Ramsgate
Benedictines
move
to
Chilworth

 


Benedictines to leave Ramsgate after 150 years


Saint Augustine's Abbey, Ramsgate

The Benedictines of St Augustine's Abbey, Ramsgate, are to move to the Franciscan Friary in Chilworth, Surrey, in the spring. The community of eleven monks decided in October 2009 to leave their Ramsgate monastery, which has been their home for 149 years, and to relocate to smaller premises. Early in 2010, the Order of Friars Minor made a similar decision: they were to leave their Victorian Friary at Chilworth on the outskirts of Guildford.

The Friars are understandably sad at leaving the Friary, which has served as their Novitiate House, training new entrants for the Order, for 120 years, but the Minister Provincial, Fr Michael Copps OFM, commented 'We see it as providential that it is going to continue as a building housing men dedicated to seeking God’s will in living the monastic life.'

Dom Paulinus Greenwood OSB, Abbot of Ramsgate, agreed: 'We have been extremely fortunate in finding a suitable new home within such a relatively short period of time ... We feel that this is God’s will for our Community at this time, and hope to forge ahead in the coming months to re-establish our monastic life and witness in this beautiful, tranquil setting.' The Friary has a beautuful church and a cloister and is set in woods at the top of a hill.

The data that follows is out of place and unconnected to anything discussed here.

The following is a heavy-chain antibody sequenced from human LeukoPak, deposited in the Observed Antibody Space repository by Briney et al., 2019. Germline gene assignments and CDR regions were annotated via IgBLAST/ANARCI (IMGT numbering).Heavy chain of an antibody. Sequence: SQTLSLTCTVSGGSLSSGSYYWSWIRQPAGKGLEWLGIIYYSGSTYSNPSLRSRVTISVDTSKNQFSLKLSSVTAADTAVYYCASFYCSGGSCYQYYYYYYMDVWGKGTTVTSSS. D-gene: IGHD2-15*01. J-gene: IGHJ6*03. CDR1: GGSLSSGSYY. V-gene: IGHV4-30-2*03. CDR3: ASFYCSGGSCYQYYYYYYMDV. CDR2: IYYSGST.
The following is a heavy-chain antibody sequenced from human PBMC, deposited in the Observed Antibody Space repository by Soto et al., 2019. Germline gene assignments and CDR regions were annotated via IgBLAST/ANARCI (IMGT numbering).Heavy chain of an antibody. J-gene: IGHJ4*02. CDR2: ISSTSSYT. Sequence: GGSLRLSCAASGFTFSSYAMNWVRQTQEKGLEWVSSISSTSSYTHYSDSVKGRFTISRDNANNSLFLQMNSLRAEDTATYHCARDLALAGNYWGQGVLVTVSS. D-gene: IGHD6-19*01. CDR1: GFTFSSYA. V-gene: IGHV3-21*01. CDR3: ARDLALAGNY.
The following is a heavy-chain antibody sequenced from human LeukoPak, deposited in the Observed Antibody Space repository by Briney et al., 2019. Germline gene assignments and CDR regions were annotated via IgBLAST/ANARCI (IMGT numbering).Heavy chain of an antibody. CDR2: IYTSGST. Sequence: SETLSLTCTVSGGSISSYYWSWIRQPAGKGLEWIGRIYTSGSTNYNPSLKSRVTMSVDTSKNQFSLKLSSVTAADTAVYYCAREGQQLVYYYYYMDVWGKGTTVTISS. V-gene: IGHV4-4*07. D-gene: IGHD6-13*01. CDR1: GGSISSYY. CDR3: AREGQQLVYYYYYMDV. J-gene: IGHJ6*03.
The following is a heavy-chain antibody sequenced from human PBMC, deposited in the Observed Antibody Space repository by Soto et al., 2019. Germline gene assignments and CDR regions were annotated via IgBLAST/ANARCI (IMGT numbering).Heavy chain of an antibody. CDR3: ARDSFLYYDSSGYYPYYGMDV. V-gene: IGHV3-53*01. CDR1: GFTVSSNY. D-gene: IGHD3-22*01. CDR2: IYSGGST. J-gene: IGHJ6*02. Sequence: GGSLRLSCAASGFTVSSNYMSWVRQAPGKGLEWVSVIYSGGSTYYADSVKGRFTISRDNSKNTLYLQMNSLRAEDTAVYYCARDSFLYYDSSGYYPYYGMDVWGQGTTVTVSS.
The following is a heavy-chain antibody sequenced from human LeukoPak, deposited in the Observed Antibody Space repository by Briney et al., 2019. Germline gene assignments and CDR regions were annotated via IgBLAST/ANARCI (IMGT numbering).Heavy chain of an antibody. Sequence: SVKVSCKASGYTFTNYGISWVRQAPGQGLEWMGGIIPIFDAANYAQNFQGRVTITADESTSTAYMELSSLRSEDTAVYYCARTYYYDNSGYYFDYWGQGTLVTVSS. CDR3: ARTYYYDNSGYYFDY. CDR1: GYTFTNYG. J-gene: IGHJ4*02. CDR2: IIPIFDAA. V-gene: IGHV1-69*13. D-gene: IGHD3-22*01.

The Abbey at Ramsgate was founded following a request that Bishop Thomas Grant, the First Bishop of Southwark, made to the Abbot of the Benedictine Congregation of Subiaco in Italy to establish a mission in Ramsgate. Dom Wilfrid Alcock, arrived to take charge at the Ramsgate mission which was to be centred on the church built by the Gothic Revivalist architect Augustus Welby Pugin, which he had given to the Diocese of Southwark before his death in 1852.

The first monks arrived in Ramsgate from Subiaco in 1856 and established their monastery, designed by Edward Pugin, A.W. Pugin's son, by 1861. It was built to house forty monks. They successfully evangelized much of the coastal region of Kent, establishing and, for many years caring for, all but one of the existing Catholic parishes on the Isle of Thanet, whilst acting as chaplains to the area’s many convents. A school was opened in 1865, which grew to provide to a Catholic education for boys for well over 130 years, finally closing in 1995.

Chilworth is only two miles from St John's Seminary at Wonersh. Over the years, many students have walked to the Friary Church to visit the crib at Christmas. Happily this will still continue ...

... now to the Benedictine Abbey Church.